History of contract law Roman law contained provisions for torts in the form of delictwhich later influenced the civil law jurisdictions in Continental Europebut a distinctive body of law arose in the common law world traced to English tort law.
The Draft Tort Code contains little that is new and even less that is interesting. China already has a very complete and complex system of tort law, and even if passed into law, the Draft Tort Code is unlikely to make a dent.
The Draft Tort Code merely repeats in fragmentary form what already exists. Whether China adopts the Draft Tort Code or not, is not important because China already has a full system of tort laws.
The draft tort law is only 25 pages long. To give a few examples: A copy of this decision can be found, in Chinese, here [link no longer exists]. Again though, this has already been recognized in China. Vicarious liability is a core principal of Chinese tort law.
Liability for product defects was already provided for in Article of the Basic Principles of Civil Law and has been dealt with in further and great detail by such laws as the Food Safety Law and the Product Safety Law.
But there is an important lesson to be learned from all this for foreign companies doing business in or with China: My concern is that if the Draft Tort Law is not passed which I predict will be the casethis will only serve to confirm the mistaken impression that China has no tort law.
The opposite is true. Greenlaw discusses the draft here and two law professors have translated it into English here.The Tort Law is a significant step forward for China’s product liability legal framework in that it clearly articulates basic legal concepts that would be considered fundamental in mature legal jurisdictions, such as the United states, but which may be poorly understood by PRC courts.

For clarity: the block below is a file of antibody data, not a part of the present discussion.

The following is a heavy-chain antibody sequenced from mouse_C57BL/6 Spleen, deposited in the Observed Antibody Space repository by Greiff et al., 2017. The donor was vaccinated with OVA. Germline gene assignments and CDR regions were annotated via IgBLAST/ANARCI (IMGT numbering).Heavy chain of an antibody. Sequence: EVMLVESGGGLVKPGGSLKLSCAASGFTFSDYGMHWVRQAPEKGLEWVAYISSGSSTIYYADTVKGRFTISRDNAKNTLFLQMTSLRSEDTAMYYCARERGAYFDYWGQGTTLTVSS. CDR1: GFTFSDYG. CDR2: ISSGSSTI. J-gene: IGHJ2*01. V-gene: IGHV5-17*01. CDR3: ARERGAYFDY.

China’s Tort Liability Law took effect on July 1, The law is a response to several safety scandals that captured Chinese and international attention, such as the melamine-tainted milk.
China's effort to craft a comprehensive tort liability law began in , when the first draft was reviewed by the National People's Congress (NPC). The Tort Law was revised and submitted to the NPC again in December and finally in the fall of THE TORT SYSTEM IN CHINA' YE LIN* TRANSLATED BY Li XIAOMING AND HENRY PITNEY I INTRODUCTION The enactment of the General Principles of Civil Law of the People's Republic of China ("General Principles") was an epic event in China's legal history.
Since its promulgation, experts on the science of civil law, Chinese and foreign alike. Abstract.
This article explores two unique aspects of the Chinese Tort Liability Law (TLL): (1) Article 24 holds that a party not at fault shall share the loss with the victim in non-strict liability cases under undefined circumstances, and (2) the government often shields a party at fault from liability in mass tort cases by disregarding the TLL entirely.
China Tort Law of the People's Republic of China. Bibliographic Entries; Texts; Download.